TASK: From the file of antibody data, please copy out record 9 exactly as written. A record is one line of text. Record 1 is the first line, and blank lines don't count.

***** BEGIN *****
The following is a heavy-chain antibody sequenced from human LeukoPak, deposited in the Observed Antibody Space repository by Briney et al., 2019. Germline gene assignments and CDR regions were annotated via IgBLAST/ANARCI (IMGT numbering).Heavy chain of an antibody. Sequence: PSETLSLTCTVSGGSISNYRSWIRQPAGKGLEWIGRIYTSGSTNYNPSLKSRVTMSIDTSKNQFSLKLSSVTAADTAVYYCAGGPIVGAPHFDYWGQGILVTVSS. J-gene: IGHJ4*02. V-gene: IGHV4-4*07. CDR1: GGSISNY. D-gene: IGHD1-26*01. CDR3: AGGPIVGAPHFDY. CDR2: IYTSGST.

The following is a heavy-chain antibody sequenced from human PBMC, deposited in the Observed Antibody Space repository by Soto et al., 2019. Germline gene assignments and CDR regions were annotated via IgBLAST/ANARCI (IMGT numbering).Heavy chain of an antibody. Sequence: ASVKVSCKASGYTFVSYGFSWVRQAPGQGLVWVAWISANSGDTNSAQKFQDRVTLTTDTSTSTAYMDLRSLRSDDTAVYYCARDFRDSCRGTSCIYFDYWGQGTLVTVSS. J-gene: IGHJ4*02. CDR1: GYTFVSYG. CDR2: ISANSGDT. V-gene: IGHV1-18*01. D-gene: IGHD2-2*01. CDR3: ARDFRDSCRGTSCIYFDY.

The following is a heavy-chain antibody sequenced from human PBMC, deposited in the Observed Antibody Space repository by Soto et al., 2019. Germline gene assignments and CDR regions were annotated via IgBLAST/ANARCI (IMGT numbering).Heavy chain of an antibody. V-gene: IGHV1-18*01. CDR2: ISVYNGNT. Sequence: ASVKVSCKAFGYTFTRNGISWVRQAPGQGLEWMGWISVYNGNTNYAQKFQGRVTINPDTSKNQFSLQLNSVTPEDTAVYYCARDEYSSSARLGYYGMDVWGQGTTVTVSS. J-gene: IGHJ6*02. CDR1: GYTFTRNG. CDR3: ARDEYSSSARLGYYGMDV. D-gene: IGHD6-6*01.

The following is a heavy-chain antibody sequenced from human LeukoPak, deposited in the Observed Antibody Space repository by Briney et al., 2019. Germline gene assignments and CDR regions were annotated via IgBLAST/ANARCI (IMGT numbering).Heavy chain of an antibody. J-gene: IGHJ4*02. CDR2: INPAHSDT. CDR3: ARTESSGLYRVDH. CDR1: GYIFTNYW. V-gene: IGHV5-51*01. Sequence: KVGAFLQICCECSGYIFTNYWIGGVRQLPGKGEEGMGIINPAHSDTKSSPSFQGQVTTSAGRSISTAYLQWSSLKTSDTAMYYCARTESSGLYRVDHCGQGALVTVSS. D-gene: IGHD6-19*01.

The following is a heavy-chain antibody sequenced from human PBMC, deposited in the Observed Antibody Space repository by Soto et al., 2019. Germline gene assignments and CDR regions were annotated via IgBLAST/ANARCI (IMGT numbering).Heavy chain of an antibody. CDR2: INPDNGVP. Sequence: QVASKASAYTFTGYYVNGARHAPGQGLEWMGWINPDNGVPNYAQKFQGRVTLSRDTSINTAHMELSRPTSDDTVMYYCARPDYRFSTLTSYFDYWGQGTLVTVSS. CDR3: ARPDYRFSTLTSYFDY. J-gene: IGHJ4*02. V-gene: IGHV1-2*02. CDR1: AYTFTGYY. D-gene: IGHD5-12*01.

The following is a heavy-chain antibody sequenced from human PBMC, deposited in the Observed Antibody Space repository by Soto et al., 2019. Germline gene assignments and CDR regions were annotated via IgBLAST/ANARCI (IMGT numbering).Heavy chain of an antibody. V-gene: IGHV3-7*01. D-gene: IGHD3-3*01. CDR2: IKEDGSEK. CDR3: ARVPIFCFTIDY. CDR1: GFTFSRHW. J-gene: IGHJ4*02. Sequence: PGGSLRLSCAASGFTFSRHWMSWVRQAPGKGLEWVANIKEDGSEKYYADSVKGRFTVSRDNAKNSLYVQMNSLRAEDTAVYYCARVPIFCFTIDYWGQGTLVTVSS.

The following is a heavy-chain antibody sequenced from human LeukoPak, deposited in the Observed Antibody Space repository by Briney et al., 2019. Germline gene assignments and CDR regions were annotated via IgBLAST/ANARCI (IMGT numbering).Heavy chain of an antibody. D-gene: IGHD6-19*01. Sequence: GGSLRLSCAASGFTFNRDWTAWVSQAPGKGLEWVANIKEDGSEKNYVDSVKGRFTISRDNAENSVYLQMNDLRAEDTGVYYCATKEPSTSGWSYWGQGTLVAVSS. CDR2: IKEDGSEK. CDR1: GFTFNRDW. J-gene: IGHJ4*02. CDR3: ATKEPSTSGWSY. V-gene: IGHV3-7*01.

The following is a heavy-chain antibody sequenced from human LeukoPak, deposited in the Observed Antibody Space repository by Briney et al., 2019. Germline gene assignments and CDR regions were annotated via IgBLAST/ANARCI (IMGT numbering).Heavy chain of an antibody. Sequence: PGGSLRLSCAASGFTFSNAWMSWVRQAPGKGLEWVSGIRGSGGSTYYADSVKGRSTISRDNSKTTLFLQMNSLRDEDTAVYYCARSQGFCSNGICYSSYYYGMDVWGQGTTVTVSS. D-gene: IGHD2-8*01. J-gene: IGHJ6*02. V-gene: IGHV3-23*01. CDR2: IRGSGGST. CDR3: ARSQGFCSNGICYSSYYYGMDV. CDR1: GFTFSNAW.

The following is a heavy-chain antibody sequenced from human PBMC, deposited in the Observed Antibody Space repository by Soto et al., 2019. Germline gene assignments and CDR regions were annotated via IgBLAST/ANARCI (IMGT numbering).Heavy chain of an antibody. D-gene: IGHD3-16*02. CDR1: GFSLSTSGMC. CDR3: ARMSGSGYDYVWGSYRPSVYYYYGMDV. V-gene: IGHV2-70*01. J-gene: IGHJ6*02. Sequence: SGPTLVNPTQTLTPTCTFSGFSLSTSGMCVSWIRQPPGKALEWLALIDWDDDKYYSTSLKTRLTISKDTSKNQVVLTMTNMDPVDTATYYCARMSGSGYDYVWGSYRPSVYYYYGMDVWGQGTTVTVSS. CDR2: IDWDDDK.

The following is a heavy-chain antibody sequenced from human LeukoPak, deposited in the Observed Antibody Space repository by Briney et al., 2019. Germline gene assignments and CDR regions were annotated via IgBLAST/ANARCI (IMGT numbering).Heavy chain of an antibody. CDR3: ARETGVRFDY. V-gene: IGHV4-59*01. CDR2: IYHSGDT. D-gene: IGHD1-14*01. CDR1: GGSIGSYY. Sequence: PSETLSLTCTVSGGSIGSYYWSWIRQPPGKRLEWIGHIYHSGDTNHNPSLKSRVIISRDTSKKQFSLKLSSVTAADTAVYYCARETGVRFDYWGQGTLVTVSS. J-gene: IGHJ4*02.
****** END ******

The following is a heavy-chain antibody sequenced from human PBMC, deposited in the Observed Antibody Space repository by Soto et al., 2019. Germline gene assignments and CDR regions were annotated via IgBLAST/ANARCI (IMGT numbering).Heavy chain of an antibody. D-gene: IGHD3-16*02. CDR1: GFSLSTSGMC. CDR3: ARMSGSGYDYVWGSYRPSVYYYYGMDV. V-gene: IGHV2-70*01. J-gene: IGHJ6*02. Sequence: SGPTLVNPTQTLTPTCTFSGFSLSTSGMCVSWIRQPPGKALEWLALIDWDDDKYYSTSLKTRLTISKDTSKNQVVLTMTNMDPVDTATYYCARMSGSGYDYVWGSYRPSVYYYYGMDVWGQGTTVTVSS. CDR2: IDWDDDK.